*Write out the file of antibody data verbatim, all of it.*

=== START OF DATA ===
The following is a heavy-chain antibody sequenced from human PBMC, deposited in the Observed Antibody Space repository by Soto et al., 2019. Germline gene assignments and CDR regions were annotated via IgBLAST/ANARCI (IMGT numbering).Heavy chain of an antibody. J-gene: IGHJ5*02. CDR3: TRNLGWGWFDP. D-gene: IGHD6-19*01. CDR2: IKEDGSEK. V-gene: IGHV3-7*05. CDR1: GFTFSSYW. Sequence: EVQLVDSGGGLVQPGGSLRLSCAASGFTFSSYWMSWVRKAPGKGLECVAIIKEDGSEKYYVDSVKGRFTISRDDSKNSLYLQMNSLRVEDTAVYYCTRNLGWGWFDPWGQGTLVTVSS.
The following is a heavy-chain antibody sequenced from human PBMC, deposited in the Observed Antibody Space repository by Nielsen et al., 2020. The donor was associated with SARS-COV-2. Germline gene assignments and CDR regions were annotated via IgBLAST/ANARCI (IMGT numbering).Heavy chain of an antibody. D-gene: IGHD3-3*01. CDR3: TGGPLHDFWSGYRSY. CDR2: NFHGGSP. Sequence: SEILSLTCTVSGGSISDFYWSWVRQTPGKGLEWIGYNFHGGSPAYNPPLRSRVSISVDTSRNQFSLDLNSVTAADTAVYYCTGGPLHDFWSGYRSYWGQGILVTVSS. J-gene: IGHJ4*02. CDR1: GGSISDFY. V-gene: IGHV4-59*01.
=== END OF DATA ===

The following is a heavy-chain antibody sequenced from human PBMC, deposited in the Observed Antibody Space repository by Soto et al., 2019. Germline gene assignments and CDR regions were annotated via IgBLAST/ANARCI (IMGT numbering).Heavy chain of an antibody. J-gene: IGHJ5*02. CDR3: TRNLGWGWFDP. D-gene: IGHD6-19*01. CDR2: IKEDGSEK. V-gene: IGHV3-7*05. CDR1: GFTFSSYW. Sequence: EVQLVDSGGGLVQPGGSLRLSCAASGFTFSSYWMSWVRKAPGKGLECVAIIKEDGSEKYYVDSVKGRFTISRDDSKNSLYLQMNSLRVEDTAVYYCTRNLGWGWFDPWGQGTLVTVSS.
The following is a heavy-chain antibody sequenced from human PBMC, deposited in the Observed Antibody Space repository by Nielsen et al., 2020. The donor was associated with SARS-COV-2. Germline gene assignments and CDR regions were annotated via IgBLAST/ANARCI (IMGT numbering).Heavy chain of an antibody. D-gene: IGHD3-3*01. CDR3: TGGPLHDFWSGYRSY. CDR2: NFHGGSP. Sequence: SEILSLTCTVSGGSISDFYWSWVRQTPGKGLEWIGYNFHGGSPAYNPPLRSRVSISVDTSRNQFSLDLNSVTAADTAVYYCTGGPLHDFWSGYRSYWGQGILVTVSS. J-gene: IGHJ4*02. CDR1: GGSISDFY. V-gene: IGHV4-59*01.